General information: First Jewish presence: 17th or 18th century; peak Jewish population: 195 in 1895 (20% of the total population); Jewish population in 1933: approximate
Summary: In 1838, Laufersweiler’s 10 Jewish homes and synagogue (the latter was inaugurated in or around the year 1825) burned down in a neighborhood fire. Six years later, in 1844, the Jews of Laufersweiler inaugurated a new synagogue— it accommodated a mikveh, a schoolroom and between 150 and 160 seats—at 3 Neuer Weg. The building, later deemed unsafe, was demolished in 1909, after which, in 1910/11, the community established another synagogue (its last) at 6 Kirchgasse. Laufersweiler’s Jewish cemetery, presumably consecrated at the turn of the 19th century, was enlarged in 1911. Beginning in 1877, at which point the Jewish elementary school closed down, the community maintained a school for religious studies whose teacher also performed the duties of chazzan and shochet. Thirteen children received religious instruction in 1933. That year, a charitable society and a women’s association were active in the community, with which the Jews of Buechenbeuren had been affiliated. In 1936, graves from the older part of the cemetery were moved to the newer section, after which the old section was sold. On Pogrom Night, SA men desecrated and destroyed the interior of the Laufersweiler synagogue. Most Jews left Laufersweiler before 1940. In 1942, seven were deported to the East and 10 to Theresienstadt. At least 37 Laufersweiler Jews perished in the Shoah. In 1988, the renovated synagogue building was reopened as a museum and cultural center. The building was renovated yet again in 2001.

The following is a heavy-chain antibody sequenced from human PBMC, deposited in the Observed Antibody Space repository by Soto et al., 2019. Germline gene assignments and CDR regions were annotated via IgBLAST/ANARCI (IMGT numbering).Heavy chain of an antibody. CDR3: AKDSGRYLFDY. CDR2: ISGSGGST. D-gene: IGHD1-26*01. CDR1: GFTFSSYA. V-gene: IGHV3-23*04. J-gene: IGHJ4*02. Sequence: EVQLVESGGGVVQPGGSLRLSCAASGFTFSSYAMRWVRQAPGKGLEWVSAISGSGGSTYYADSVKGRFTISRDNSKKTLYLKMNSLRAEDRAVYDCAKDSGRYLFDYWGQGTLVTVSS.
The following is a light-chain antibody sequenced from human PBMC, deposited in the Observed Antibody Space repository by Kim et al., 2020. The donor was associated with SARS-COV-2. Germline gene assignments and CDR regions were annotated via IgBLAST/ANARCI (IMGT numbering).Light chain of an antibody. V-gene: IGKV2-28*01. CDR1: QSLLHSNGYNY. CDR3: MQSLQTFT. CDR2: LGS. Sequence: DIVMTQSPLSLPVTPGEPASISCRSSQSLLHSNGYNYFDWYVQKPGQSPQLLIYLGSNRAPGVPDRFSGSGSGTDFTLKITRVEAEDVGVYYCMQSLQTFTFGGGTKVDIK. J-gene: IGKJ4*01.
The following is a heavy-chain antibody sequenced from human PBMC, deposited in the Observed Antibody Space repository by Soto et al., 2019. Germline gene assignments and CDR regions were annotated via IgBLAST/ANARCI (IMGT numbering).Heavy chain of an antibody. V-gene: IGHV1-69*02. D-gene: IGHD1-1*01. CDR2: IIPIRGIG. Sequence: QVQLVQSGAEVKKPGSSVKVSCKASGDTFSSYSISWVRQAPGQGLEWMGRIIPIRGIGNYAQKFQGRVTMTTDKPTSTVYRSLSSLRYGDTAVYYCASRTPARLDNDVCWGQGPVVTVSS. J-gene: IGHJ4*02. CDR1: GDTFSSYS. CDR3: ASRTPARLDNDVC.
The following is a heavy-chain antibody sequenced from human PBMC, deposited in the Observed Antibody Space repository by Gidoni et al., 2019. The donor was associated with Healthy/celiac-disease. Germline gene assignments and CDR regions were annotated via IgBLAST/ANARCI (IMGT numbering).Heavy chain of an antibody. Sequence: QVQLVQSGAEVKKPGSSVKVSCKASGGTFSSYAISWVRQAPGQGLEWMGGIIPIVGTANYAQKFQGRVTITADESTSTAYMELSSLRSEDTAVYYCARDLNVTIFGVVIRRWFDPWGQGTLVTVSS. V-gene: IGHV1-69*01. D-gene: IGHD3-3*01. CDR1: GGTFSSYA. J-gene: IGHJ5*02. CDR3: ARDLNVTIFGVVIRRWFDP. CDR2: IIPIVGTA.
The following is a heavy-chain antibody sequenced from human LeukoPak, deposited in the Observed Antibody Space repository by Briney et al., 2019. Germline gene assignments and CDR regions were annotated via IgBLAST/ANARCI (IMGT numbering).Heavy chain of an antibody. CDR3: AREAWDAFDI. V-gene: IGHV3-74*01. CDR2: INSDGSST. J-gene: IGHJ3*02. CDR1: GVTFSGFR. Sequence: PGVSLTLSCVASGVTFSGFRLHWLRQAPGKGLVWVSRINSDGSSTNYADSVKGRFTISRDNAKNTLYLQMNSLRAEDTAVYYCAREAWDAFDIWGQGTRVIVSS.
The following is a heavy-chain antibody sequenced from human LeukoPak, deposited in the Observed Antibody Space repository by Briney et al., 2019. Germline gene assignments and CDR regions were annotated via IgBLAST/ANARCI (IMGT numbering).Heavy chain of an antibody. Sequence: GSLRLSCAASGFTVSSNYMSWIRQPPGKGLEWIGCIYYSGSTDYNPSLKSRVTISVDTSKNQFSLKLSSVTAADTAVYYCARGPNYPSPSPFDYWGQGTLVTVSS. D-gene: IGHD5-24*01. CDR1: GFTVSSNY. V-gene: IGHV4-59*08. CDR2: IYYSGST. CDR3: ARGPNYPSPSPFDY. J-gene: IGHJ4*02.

Photo: The synagogue of Laufersweiler in June 1911. Courtesy of: Hans Werner Johann, Laufersweiler.
Author / Sources: Esther Sarah Evans
Sources: AJ, EJL, FJW